There are clues for predicting which military conflicts will fade and which will endure for generations.
LAS political science professor Paul F. Diehl doesn't have any supernatural prognostication tools when it comes to predicting where the continuing saga of the United States and Iraq will end. He has something better.
Diehl forecasts the future through his studies of what he calls enduring rivalries—ongoing militarized conflicts that define a relationship between two states over at least a generation. Prime examples of enduring rivalries are India and Pakistan since the partition of 1947, the United States and the former Soviet Union during the Cold War, and France-Germany before World War II.
Beginning with the year 1816, widely considered the beginning of the modern state system, Diehl has examined almost 100 enduring rivalries and 1,000 "lesser" rivalries. He investigates how some conflicts mature whereas others are resolved in their early stages.
"In a sense what we're looking for are not unique solutions that are peculiar to one rivalry but broad patterns across history that we can generalize across rivalries," says Diehl. "Part of that is for analysts to understand not only how rivalries operate, how they develop, and how they end—but also the policy implications and the kinds of interventions by decision makers that would work, and at what point in the rivalry they're most effective."
Enduring rivalries are important, Diehl says, because they include a "wildly disproportionate number" of wars in the international system. He likens them to career criminals—they commit the most severe kind of "crimes" with the most frequency and repeatedly over time.
"In many cases decision makers pay much more attention to those kinds of rivalries than they do other kinds of problems, both international and domestic, because the enduring rivalries are so pressing," he says. "So to look at their importance is to understand what the world would be like for a state if it didn't have enduring rivals. Well, it would have additional resources to address a variety of concerns—health, education, welfare."
Diehl initiated the project on enduring rivalries more than a decade ago. In collaboration with Gary Goertz, a University of Arizona political science professor, the pair has collected thousands of pieces of data. The research tracks instances of a threat, such as a display or use of military force. Examples are a military seizure of a fishing boat or a belligerent aerial encounter. Each episode is broken down by how long it lasted, how many people died, whether other states joined in, and how much it cost. Their analysis of data from 1816 to 1992 is compiled in their 2000 book, War and Peace in International Rivalry.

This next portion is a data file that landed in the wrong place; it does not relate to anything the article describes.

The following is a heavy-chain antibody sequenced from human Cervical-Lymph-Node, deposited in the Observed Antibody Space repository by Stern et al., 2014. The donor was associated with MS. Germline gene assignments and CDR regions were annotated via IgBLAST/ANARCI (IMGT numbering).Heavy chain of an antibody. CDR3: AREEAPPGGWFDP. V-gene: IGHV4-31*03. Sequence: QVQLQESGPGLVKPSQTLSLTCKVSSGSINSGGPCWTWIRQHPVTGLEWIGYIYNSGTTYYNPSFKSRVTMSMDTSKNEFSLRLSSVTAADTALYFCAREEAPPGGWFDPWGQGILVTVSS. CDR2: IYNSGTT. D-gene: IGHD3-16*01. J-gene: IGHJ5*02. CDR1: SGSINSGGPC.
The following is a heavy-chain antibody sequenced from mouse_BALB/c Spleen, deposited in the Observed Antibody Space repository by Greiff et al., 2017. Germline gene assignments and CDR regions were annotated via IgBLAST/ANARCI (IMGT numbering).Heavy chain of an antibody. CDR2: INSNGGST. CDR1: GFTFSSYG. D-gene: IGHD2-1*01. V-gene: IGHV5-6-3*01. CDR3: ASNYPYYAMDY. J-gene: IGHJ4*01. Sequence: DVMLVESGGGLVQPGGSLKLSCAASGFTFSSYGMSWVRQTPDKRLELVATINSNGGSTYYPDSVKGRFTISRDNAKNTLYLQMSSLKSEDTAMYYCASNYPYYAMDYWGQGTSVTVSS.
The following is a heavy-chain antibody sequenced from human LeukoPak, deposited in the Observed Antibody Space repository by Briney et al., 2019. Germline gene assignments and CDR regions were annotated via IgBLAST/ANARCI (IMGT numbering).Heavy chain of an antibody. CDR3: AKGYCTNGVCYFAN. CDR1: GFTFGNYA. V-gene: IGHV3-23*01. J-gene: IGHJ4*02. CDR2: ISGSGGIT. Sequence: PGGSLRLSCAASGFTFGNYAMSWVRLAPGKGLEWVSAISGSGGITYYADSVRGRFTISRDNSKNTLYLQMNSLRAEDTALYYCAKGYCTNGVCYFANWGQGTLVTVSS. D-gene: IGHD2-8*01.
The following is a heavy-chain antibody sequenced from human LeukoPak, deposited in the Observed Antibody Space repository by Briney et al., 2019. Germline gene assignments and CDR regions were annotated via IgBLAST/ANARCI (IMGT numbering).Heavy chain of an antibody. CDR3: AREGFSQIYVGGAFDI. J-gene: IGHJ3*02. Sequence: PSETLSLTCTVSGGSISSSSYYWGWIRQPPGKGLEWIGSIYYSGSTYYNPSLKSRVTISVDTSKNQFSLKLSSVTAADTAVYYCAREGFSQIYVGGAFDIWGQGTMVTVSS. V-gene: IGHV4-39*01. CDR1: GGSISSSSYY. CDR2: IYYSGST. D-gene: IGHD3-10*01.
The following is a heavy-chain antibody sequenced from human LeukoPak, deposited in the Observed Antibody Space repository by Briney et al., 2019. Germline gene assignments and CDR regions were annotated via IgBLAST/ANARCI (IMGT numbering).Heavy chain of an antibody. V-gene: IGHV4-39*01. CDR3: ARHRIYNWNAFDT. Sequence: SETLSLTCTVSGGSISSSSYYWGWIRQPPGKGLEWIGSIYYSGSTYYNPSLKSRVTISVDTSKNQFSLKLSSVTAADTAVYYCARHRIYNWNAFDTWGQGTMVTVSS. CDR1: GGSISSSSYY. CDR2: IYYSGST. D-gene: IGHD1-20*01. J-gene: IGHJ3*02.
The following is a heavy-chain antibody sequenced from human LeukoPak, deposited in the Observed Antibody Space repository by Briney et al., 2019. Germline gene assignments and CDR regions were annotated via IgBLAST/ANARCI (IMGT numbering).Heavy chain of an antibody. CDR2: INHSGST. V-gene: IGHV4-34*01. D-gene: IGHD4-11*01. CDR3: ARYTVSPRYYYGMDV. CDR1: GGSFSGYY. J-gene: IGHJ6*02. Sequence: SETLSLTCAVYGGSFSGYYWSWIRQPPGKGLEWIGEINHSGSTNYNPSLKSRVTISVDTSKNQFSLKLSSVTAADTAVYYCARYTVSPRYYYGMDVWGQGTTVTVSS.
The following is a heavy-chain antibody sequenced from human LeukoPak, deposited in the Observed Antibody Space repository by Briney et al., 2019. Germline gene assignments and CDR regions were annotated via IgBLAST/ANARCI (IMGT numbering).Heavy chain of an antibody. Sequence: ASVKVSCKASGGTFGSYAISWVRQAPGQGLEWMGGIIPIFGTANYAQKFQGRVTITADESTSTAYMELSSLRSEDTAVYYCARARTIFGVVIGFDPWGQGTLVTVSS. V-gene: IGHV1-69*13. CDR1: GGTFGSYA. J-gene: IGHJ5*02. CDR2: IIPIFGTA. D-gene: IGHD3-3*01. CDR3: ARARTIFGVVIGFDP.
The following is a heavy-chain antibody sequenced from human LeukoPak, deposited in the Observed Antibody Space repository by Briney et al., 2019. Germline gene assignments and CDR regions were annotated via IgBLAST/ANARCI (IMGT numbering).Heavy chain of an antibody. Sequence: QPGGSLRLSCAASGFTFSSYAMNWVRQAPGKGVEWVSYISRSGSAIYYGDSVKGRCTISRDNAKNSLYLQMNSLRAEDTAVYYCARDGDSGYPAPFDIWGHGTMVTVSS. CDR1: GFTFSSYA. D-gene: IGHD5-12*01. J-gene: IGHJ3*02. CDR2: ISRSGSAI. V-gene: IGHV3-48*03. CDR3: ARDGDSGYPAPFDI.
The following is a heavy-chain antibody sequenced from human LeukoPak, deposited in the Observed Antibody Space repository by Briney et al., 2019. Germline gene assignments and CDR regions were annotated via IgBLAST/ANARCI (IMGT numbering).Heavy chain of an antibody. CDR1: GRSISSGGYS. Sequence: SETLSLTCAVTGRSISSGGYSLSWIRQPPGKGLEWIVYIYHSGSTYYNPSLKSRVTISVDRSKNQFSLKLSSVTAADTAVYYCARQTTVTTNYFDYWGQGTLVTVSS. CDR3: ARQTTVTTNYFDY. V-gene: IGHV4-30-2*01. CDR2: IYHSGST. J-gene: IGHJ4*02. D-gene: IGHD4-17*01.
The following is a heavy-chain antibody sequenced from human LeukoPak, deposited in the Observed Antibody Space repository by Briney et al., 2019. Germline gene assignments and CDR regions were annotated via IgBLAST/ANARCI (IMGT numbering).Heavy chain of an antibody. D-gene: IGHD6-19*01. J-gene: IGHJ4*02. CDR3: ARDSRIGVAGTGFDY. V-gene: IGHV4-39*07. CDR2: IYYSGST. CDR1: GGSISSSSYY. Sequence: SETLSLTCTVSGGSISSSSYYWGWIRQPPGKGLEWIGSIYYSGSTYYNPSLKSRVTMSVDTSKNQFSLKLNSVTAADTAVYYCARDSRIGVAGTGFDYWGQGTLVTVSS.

The two researchers have found that the most virulent rivalries concern competing territorial claims—especially if the territory has symbolic or intangible value for the participants. An example of this is the religious significance associated with Jerusalem, which divides Israel and its Arab neighbors. Also, third-party mediation and diplomacy has little influence in the long term for enduring rivalries, but they may help defuse crises and individual conflicts.
With funding from the National Science Foundation, Diehl and Goertz have re-evaluated their data set and extended it to 2001. The extension probed the effect on rivalries from globalization and the end of the Cold War.
The termination of the Cold War is the kind of political shock that Diehl says can end enduring rivalries. Several rivalries in Africa that were tied to the superpower conflict did cease when the two superpowers ended political, economic, and military support in that continent.
"There are others, though, that continue even with the end of the Cold War," Diehl says. "Those are the rivalries such as those between India and Pakistan or Israel and Syria, even though they may have been client states of the U.S. and the Soviet Union.
"We also forget that the end of the Cold War creates new opportunities for rivalries, such as between Armenia and Azerbaijan and other former Soviet republics, as well as new opportunities for the U.S. with a rivalry against Iraq."
His extensive research allows him to point out trends that may give insight into the future of Iraq and its rivalries with the U.S., Kuwait, and Iran. Diehl concludes that defeating a state through war or regime change is not the only factor in the termination of a rivalry. It also depends on what form of government emerges.
"Merely getting rid of Saddam Hussein doesn't necessarily mean that the rivalry is over," he says. "If you have a fundamentalist regime taking power in Iraq, that may be particularly threatening to its neighbors, Saudi Arabia and Kuwait. So it may intensify the rivalry with Kuwait and create a new military rival for Saudi Arabia. If you have a regime there that shares the same Islamic philosophy with Iran, you may see closer relationships with a new Iraqi regime, which would really mute what's left of that rivalry."
Diehl says that if the new Iraqi government is truly democratic, peace is a more likely outcome—especially with rivals that share those values, such as the United States.
"One can make optimistic predictions about the end of a rivalry with a new Iraqi government," he says. "But until you see that government develop and see what happens over time, we really can't be sure that all the vestiges of a rivalry are gone."
By Laura Weisskopf Bleill